The European Commission on Tuesday ordered the Irish government to recover up to 13 billion euros ($14.5 billion) — plus interest — in back taxes from Apple.
The executive arm of the European Union concluded that Ireland granted undue tax benefits to the U.S. tech giant, which is illegal under EU state aid rules, allowing Apple to pay an effective corporate tax rate of 1 per cent on its European profits in 2003 down to 0.005 per cent in 2014. It is also continuing to investigate Amazon and McDonald’sEuropean tax affairs, EU Commissioner Margrethe Vestager told reporters.
“If my effective tax rate was 0.05 percent, then falling to 0.005 percent, I would have the feeling that maybe I should have a second look at my tax bill,” Vestager said in a rebuke to the iPhone maker, one of the world’s biggest companies.
“We’re sending a message to any taxpayer in Europe: This is a wonderful place to do business and invest, but you have to play by the rules,” she told CNBC.
In premarket trading, Apple’s stock was down 1 percent.
The ruling, which will be contested by Apple and the Irish government, may threaten Ireland’s ability to attract investment from global companies eager to limit their tax bill on overseas earnings.
The U.S. government also expressed “disappointment” at the result, which has become a touchstone for concerns about U.S. multinationals keeping foreign profits offshore.
“We believe that retroactive tax assessments by the Commission are unfair, contrary to well-established legal principles, and call into question the tax rules of individual Member States,” a Treasury spokesman said in a statement.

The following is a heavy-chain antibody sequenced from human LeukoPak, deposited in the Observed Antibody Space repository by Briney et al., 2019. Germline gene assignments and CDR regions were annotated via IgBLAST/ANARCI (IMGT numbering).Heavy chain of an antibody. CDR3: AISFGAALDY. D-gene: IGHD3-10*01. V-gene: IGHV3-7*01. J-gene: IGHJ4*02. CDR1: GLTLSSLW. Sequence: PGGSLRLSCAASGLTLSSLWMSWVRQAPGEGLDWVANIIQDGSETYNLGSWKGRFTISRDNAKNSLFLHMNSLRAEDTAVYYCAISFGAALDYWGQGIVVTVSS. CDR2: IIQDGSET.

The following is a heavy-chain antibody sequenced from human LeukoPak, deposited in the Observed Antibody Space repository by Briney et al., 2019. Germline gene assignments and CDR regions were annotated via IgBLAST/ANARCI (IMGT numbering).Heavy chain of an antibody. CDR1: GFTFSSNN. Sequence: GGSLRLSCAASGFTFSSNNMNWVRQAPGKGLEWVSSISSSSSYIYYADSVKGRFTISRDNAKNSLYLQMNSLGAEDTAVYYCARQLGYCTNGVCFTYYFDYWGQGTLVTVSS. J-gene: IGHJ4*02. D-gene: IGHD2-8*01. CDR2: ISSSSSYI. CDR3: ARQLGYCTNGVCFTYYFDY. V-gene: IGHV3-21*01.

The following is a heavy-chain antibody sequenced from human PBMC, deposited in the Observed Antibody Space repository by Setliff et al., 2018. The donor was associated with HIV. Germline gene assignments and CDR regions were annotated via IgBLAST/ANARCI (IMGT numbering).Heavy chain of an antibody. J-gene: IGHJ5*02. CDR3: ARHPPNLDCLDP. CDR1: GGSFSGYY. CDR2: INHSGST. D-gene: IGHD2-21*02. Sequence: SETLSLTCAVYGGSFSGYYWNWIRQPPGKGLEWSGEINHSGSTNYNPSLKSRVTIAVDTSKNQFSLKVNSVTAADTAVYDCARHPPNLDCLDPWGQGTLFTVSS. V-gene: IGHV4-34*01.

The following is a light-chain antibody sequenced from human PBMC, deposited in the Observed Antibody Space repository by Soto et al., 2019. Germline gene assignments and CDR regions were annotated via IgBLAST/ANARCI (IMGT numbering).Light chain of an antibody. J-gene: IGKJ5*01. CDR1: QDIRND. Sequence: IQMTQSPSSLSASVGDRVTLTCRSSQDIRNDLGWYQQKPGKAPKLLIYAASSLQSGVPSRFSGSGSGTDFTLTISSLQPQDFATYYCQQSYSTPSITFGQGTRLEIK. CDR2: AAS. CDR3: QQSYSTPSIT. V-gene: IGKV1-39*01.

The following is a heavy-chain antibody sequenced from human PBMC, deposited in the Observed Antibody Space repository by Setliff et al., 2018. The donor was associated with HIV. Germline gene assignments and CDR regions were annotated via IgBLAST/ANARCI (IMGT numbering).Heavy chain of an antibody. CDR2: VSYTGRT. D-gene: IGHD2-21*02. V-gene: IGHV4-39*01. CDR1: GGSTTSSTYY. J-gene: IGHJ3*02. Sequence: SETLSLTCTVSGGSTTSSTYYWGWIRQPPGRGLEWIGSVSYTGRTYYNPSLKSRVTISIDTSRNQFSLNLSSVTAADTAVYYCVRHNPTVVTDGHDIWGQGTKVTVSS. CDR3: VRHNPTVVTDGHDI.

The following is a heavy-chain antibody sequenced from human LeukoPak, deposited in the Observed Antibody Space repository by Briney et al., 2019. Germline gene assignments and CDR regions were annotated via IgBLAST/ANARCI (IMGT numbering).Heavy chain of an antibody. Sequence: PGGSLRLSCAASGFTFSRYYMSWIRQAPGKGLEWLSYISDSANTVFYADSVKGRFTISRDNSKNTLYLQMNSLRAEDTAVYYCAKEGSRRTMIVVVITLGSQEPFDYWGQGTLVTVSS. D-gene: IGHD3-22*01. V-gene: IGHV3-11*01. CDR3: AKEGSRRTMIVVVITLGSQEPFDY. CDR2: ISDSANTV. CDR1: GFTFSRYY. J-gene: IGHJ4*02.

“This is not a penalty, this is unpaid taxes being paid,” said Vestager, who heads competition policy at the EC.
“It’s in the treaty that every member state apply their own tax rate. But Apple is very, very far away from Ireland’s 12.5 percent rate.”
She spoke of the “so-called head office” of Apple in Ireland and added that there was “no factual or economic justification” for the deal.
The European Commission accused Ireland in 2014 of dodging international tax rules by letting Apple shelter profits worth tens of billions of dollars from tax collectors in return for maintaining jobs. Apple and Ireland rejected the accusation and have both said they will appeal any adverse ruling.
In a statement Tuesday, Apple said it would contest the ruling and it was “confident” the decision would be overturned.
“The Commission’s case is not about how much Apple pays in taxes, it’s about which government collects the money. It will have a profound and harmful effect on investment and job creation in Europe,” Apple said.
Apple was one of the first U.S. companies to relocate much of its earnings in Ireland, allowing the company to pay a much lower corporate tax rate in some years — as low as 2 percent, compared with 35 percent in the U.S.
Even though Apple first relocated its overseas operations to Ireland in 1980, the tax arrangement is the result of a meeting between Apple and Irish officials in 1991, which set up the company’s tax arrangements with the country until 2007.
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